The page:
Human Immunodeficiency Virus (HIV)

Human Immunodeficiany Virus (green) attacking a healthy immune system cell.
Human Immunodeficiany Virus (green) attacking a healthy immune system cell.

The Human Immunodeficiency Virus (HIV) is the virus responsible for causing Acquired Immunodeficiency Syndrome (AIDS). The HIV virus was originally identified on December 1st, 1981.

Statistics

  • 38,500 new cases of HIV/AIDS in adults, adolescents, and children were diagnosed in 2015.
  • As of 2015, approximately 1.1 million people are living with HIV. The CDC estimates 15% of people living with HIV do not know they are infected.
  • As of December 31, 2013, 58 confirmed occupational transmissions of HIV and 150 possible transmissions had been reported in the United States.
  • As of 2016, there are about 36.7 million people living with HIV around the world, with only 53% receiving treatment.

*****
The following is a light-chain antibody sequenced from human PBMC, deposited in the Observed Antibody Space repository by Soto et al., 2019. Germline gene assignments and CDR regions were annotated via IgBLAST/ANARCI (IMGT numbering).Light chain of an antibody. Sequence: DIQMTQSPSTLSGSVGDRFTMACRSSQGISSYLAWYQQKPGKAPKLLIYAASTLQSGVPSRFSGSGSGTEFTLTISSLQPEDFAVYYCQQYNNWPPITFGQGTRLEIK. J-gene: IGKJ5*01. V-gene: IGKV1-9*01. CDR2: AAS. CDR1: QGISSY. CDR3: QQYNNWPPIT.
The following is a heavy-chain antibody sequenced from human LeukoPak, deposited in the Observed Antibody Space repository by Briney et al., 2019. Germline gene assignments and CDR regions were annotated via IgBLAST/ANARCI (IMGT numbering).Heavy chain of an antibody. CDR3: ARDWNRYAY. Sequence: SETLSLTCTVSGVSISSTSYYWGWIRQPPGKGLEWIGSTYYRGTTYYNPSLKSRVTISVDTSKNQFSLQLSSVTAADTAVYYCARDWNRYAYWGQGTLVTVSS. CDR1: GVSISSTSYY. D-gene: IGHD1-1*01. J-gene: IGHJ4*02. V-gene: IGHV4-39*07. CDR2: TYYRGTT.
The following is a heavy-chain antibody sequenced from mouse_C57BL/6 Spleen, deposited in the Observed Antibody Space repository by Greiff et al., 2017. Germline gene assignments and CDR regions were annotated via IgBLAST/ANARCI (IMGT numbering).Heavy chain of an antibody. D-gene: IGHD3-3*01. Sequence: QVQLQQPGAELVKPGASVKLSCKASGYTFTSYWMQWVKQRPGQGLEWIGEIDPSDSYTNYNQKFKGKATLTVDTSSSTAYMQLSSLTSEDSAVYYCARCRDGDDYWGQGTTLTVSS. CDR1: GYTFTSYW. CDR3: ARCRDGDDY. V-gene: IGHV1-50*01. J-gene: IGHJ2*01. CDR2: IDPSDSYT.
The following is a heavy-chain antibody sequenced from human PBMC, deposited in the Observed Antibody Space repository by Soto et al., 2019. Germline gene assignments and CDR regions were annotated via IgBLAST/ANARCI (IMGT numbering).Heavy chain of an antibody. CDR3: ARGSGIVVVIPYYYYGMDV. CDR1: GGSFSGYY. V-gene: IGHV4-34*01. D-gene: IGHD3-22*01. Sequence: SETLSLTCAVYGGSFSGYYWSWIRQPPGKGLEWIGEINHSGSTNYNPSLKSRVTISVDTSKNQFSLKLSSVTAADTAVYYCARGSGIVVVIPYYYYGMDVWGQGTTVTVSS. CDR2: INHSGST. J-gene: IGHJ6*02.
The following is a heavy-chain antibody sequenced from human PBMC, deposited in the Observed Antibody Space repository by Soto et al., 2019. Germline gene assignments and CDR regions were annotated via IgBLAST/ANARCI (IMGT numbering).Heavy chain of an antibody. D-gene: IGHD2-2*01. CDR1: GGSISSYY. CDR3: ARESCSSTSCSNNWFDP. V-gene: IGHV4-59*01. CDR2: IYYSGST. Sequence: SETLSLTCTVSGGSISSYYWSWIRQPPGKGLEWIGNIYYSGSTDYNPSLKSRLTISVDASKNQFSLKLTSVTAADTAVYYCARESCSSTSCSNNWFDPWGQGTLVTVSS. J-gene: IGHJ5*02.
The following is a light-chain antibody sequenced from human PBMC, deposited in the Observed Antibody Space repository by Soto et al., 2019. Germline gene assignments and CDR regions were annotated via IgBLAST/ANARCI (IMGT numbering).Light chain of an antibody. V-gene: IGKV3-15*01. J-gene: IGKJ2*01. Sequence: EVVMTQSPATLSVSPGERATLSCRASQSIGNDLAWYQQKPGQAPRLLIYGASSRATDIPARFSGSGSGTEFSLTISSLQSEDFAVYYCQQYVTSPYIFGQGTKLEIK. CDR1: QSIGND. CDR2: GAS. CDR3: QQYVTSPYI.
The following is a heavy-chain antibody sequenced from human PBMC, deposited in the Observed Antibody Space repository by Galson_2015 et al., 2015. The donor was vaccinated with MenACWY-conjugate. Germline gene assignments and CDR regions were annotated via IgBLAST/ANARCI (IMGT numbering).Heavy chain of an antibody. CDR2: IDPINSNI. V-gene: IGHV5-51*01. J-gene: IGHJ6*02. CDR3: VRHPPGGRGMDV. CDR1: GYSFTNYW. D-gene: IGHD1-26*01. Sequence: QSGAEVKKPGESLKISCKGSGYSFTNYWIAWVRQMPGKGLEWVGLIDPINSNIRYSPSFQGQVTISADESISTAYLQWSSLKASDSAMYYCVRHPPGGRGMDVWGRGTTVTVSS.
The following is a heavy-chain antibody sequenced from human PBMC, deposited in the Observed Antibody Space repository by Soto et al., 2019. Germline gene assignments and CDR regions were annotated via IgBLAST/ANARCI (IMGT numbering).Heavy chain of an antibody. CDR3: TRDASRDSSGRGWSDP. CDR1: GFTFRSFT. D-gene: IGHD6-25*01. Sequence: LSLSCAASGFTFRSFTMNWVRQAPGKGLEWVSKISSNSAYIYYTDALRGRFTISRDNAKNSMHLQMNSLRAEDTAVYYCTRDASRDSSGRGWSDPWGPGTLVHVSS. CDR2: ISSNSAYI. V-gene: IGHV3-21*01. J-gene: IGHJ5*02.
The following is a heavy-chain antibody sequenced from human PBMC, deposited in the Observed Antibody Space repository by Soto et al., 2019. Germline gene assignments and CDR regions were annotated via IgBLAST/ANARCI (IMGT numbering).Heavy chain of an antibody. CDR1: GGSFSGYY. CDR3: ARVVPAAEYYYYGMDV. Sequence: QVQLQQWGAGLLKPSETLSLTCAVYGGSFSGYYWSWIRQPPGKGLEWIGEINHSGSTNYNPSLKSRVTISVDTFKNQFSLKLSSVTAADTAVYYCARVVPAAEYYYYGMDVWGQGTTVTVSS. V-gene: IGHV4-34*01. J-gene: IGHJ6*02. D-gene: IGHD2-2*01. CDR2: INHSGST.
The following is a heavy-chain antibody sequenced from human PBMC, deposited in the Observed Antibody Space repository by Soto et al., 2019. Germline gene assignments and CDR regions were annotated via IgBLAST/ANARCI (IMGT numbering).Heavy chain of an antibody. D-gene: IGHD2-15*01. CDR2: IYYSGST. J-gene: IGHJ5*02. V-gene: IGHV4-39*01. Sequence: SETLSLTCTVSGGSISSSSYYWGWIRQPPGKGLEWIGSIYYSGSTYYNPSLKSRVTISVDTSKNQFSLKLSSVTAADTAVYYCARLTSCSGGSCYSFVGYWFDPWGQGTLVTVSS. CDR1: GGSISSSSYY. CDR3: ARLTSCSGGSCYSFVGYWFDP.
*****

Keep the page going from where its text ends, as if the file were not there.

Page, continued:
• In 2016, about one million people died from AIDS-related illnesses around the world.

The human immunodeficiency virus attacks and suppresses the immune system, reducing a person’s ability to fight infection. The virus specifically targets the cells crucial for fighting infection from pathogens. This allows diseases and infections to progress without resistance.

Within a few weeks of being infected with HIV, some people develop flu-like symptoms that last for a week or two, but others have no symptoms at all. People living with HIV may appear and feel healthy for several years. However, even if they feel healthy, HIV is still affecting their bodies. Untreated early HIV infection is also associated with many diseases including cardiovascular disease, kidney disease, liver disease, and cancer.

Scenario

Stacy is a police officer employed by the city of Denver, Colorado. She is regularly required to respond to emergency medical situations, often arriving before the local ambulance company. As a result, Stacy is frequently exposed to human blood.

Is Stacy likely to contract HIV from exposure to infected blood?

No. If Stacy follows universal precautions she is not likely to contract HIV. Universal precautions involve the use of protective barriers such as gloves, gowns, aprons, masks, or protective eyewear, which can reduce the risk of exposure of the first aid provider’s skin or mucous membranes to potentially infective materials.